Memphis Mad Dogs
The Memphis Mad Dogs were a Canadian football team that played the 1995 season in the Canadian Football League. The Mad Dogs were part of a failed attempt to expand the CFL into the United States. They played at Liberty Bowl Memorial Stadium.
|Based in||Memphis, Tennessee, United States|
|Home field||Liberty Bowl Memorial Stadium|
|Head coach||Pepper Rodgers|
|General manager||Steve Ehrhart|
|Colours||Forest green, gold, maroon, black, and white |
Prior to the Mad Dogs, Smith fronted an ownership group (along with such entities as former Memphis Showboats owner William Dunavant and the estate of Elvis Presley) that tried to get a National Football League team into Memphis in 1993. The Memphis Hound Dogs, as the proposed team was to be called, was one of five teams to be considered, but was passed over in favor of the Carolina Panthers and Jacksonville Jaguars. Smith, after briefly considering a proposed "new league" backed by CBS, then turned to the CFL. The league was very impressed with Smith; his group was the richest in CFL history at the time. It seriously considered selling either the Hamilton Tiger-Cats or Calgary Stampeders to Smith. After those teams resolved their ownership situations, Smith's group was granted an expansion franchise for 1995. With Presley's estate no longer involved, the team eschewed "Hound Dogs" in favor of "Mad Dogs," ostensibly through a name-the-team contest.
On the fieldEdit
The Mad Dogs hired Pepper Rodgers, a Memphis native, as their first head coach. Rodgers was familiar to Memphis pro football fans as he was the head coach of one of the city's previous pro football team, the Memphis Showboats of the USFL; the Mad Dogs had also hired Steve Erhart, the Showboats' general manager, in the same capacity. The team's mascot was a black Labrador retriever named Alien, who was known for charging the field and retrieving the kicking tee following each kickoff.
The Mad Dogs tried to copy the Baltimore Stallions' blueprint by getting staff and players who had previous CFL experience. As part of that blueprint, the Mad Dogs hired former CFL coach Adam Rita to become their new offensive coordinator. Rita had coached the Toronto Argonauts and the Edmonton Eskimos to Grey Cup championships in 1991 and 1993. The Mad Dogs then signed veteran QB Damon Allen, who won the Grey Cup with the Eskimos in 1987 and 1993 (the latter with Rita), earning Grey Cup MVP honors in both years. Other notable players on offense included Eddie Brown (SB), Joe Horn (WR) and former NFL kicker Donald Igwebuike.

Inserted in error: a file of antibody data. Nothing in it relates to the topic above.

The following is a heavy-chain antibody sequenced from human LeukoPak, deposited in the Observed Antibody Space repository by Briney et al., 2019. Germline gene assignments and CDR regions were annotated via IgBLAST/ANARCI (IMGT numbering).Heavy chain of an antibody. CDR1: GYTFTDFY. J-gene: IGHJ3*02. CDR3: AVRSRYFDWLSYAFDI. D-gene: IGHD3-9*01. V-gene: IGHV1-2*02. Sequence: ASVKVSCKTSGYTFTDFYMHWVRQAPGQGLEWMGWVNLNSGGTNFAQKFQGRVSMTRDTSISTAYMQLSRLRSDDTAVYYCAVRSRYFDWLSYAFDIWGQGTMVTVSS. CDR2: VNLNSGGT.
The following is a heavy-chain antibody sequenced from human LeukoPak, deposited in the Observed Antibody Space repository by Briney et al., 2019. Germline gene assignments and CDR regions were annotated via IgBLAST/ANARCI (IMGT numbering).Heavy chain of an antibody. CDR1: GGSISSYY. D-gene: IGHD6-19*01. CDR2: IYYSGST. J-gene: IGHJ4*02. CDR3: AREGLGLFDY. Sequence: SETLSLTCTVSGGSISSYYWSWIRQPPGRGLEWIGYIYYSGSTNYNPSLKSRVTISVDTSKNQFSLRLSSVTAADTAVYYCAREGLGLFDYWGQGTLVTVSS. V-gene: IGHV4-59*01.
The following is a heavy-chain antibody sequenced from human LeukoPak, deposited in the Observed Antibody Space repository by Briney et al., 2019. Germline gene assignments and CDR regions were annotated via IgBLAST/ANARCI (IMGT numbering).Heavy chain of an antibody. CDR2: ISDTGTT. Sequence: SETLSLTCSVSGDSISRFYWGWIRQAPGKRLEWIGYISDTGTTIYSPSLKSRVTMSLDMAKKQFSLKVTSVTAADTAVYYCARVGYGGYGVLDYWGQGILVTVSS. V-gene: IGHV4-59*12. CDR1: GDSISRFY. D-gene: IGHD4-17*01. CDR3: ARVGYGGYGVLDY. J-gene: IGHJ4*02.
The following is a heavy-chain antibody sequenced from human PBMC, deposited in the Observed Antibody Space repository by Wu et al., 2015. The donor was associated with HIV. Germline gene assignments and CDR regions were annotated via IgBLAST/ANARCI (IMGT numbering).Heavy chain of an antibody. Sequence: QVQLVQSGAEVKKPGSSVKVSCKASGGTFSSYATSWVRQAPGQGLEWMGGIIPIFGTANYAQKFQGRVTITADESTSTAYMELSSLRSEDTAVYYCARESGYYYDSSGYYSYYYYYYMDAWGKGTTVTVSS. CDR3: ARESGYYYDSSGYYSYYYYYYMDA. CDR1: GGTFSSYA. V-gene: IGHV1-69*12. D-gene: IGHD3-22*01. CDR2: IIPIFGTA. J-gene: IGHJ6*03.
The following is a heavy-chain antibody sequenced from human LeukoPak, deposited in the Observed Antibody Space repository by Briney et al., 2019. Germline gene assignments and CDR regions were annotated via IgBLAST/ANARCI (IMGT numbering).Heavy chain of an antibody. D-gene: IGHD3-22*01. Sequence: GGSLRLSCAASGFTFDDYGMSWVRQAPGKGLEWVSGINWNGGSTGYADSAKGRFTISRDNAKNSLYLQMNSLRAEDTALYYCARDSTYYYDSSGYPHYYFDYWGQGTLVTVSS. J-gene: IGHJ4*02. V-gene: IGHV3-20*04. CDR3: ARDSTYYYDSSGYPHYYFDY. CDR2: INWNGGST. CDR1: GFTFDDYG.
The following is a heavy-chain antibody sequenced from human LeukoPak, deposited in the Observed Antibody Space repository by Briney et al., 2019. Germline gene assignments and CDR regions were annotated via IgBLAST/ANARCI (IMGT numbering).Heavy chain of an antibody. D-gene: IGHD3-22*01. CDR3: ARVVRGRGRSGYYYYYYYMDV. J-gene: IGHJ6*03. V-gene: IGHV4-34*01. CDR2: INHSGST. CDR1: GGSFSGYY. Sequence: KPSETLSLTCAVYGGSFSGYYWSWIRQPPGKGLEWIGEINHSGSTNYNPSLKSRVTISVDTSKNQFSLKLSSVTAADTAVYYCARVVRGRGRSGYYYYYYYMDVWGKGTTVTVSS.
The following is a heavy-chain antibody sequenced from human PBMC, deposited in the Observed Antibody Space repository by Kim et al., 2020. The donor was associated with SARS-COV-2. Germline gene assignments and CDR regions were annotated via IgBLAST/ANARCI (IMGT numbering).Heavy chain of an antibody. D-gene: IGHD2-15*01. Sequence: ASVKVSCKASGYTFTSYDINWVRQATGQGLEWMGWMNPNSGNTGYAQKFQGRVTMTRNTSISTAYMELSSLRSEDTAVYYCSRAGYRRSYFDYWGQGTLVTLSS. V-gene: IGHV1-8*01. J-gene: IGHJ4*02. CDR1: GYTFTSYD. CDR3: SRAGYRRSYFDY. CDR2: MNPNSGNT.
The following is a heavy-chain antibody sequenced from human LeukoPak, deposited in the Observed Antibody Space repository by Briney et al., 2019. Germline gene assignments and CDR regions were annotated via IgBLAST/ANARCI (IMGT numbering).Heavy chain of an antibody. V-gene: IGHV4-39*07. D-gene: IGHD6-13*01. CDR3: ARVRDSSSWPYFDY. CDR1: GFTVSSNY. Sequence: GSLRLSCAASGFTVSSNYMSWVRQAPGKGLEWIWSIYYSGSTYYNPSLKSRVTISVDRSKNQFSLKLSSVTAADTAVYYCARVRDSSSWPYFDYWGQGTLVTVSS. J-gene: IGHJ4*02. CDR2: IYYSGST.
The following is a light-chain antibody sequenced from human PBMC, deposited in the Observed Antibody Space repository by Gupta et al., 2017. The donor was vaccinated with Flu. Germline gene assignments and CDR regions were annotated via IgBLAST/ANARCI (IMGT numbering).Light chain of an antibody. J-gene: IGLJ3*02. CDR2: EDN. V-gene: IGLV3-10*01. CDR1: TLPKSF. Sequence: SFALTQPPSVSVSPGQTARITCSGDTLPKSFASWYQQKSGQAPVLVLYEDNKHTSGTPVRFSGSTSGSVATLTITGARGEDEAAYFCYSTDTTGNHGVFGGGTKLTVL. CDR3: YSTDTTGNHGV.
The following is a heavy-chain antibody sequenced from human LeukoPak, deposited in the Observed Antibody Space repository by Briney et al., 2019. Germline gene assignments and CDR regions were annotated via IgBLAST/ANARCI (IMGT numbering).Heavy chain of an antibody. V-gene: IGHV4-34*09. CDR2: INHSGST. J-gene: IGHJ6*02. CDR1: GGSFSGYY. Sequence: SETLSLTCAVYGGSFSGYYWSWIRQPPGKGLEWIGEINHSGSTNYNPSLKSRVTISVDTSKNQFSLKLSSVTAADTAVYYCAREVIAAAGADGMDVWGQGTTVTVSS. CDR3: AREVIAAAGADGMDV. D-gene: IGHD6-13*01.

However, the offense was only able to score a total of 346 points, last in the CFL behind the Ottawa Rough Riders. On a positive note, the Mad Dogs were known for their strong defense that was rated second, behind Edmonton, in the CFL for giving up the least number of points with 364, due in large part to the strong defensive play of Tim Cofield and Rodney Harding.
One of the reasons for poor offense and great defense was the size of the field. The Liberty Bowl was not as well suited to the Canadian game, as the stands were very close to the field of play, making it difficult to reconfigure the field to CFL standards. As a result, even with the addition of AstroTurf cutouts to widen and lengthen the field, it was still narrower and shorter than all other CFL fields, including other US fields which were not regulation. In order to shoehorn even an approximation of a Canadian field onto the playing surface, the end zones became half-grass/half-Astroturf pentagons that were only nine yards long in the middle and seven yards long at the sidelines. CFL rules call for a 20-yard end zone, and no other stadium had end zones shorter than 15 yards. The stands jutted into the corners of the end zones, creating a clear safety hazard. In addition, the Liberty Bowl grounds crew had marked the field with 33 inch yards.
Memphis ended the 1995 CFL season with a 9–9–0 regular season record, which placed them fourth in the South Division and one game out of the playoffs.
Off the fieldEdit
Pepper Rodgers was known around the football world as a likable man. However, he often made uncomplimentary remarks about the Canadian Football League, which also showed signs that the CFL's foray into the United States was doomed to failure from the start.